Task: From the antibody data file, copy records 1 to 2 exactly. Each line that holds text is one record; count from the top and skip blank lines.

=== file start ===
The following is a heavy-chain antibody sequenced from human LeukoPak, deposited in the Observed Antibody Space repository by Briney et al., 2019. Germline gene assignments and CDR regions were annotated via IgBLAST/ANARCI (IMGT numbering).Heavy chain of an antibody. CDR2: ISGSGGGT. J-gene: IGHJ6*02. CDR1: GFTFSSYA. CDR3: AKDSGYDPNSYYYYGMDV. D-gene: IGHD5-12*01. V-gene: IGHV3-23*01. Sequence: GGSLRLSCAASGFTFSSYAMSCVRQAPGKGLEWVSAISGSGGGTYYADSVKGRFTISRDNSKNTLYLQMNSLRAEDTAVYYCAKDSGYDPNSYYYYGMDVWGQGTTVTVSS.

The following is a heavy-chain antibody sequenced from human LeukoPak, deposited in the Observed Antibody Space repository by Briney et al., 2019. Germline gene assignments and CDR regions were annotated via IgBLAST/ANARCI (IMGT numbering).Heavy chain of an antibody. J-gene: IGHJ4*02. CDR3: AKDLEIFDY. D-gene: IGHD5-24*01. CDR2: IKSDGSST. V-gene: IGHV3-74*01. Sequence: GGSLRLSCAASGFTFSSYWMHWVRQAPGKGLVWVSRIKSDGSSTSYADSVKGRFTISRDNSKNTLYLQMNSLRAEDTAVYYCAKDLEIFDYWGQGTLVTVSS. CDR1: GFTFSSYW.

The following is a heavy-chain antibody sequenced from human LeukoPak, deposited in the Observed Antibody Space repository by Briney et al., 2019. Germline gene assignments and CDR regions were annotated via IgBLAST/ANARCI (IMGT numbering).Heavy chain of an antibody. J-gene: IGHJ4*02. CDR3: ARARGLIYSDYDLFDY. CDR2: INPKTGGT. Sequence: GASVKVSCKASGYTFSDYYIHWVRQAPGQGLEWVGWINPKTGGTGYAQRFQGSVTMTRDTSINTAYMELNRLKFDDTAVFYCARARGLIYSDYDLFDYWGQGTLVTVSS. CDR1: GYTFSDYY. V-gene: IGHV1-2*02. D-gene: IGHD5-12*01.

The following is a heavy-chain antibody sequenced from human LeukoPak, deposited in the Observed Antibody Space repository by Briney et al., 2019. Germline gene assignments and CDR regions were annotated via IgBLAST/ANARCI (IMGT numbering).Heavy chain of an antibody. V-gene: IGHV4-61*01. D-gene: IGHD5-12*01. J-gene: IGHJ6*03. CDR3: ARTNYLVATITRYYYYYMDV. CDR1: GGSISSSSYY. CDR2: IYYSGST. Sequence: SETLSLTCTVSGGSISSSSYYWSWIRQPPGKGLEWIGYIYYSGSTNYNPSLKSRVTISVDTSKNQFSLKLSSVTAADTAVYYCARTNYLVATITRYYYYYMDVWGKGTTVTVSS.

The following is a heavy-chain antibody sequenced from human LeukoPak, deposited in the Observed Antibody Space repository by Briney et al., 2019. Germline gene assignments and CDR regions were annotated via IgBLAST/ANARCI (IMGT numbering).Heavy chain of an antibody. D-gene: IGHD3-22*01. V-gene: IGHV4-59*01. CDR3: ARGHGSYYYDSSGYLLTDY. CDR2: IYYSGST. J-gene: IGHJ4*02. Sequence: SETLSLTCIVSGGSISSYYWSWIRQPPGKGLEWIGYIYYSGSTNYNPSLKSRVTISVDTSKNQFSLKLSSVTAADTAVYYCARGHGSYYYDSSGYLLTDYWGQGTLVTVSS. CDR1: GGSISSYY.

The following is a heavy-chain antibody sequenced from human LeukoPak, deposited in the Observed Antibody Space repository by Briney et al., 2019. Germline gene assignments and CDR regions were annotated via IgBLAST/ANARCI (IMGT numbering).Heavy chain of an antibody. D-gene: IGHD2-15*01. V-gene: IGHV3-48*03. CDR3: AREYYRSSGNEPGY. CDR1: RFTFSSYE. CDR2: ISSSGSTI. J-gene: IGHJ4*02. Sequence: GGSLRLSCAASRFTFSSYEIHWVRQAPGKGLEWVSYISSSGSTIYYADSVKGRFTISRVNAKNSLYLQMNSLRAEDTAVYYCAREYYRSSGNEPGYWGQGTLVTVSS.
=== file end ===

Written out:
The following is a heavy-chain antibody sequenced from human LeukoPak, deposited in the Observed Antibody Space repository by Briney et al., 2019. Germline gene assignments and CDR regions were annotated via IgBLAST/ANARCI (IMGT numbering).Heavy chain of an antibody. CDR2: ISGSGGGT. J-gene: IGHJ6*02. CDR1: GFTFSSYA. CDR3: AKDSGYDPNSYYYYGMDV. D-gene: IGHD5-12*01. V-gene: IGHV3-23*01. Sequence: GGSLRLSCAASGFTFSSYAMSCVRQAPGKGLEWVSAISGSGGGTYYADSVKGRFTISRDNSKNTLYLQMNSLRAEDTAVYYCAKDSGYDPNSYYYYGMDVWGQGTTVTVSS.

The following is a heavy-chain antibody sequenced from human LeukoPak, deposited in the Observed Antibody Space repository by Briney et al., 2019. Germline gene assignments and CDR regions were annotated via IgBLAST/ANARCI (IMGT numbering).Heavy chain of an antibody. J-gene: IGHJ4*02. CDR3: AKDLEIFDY. D-gene: IGHD5-24*01. CDR2: IKSDGSST. V-gene: IGHV3-74*01. Sequence: GGSLRLSCAASGFTFSSYWMHWVRQAPGKGLVWVSRIKSDGSSTSYADSVKGRFTISRDNSKNTLYLQMNSLRAEDTAVYYCAKDLEIFDYWGQGTLVTVSS. CDR1: GFTFSSYW.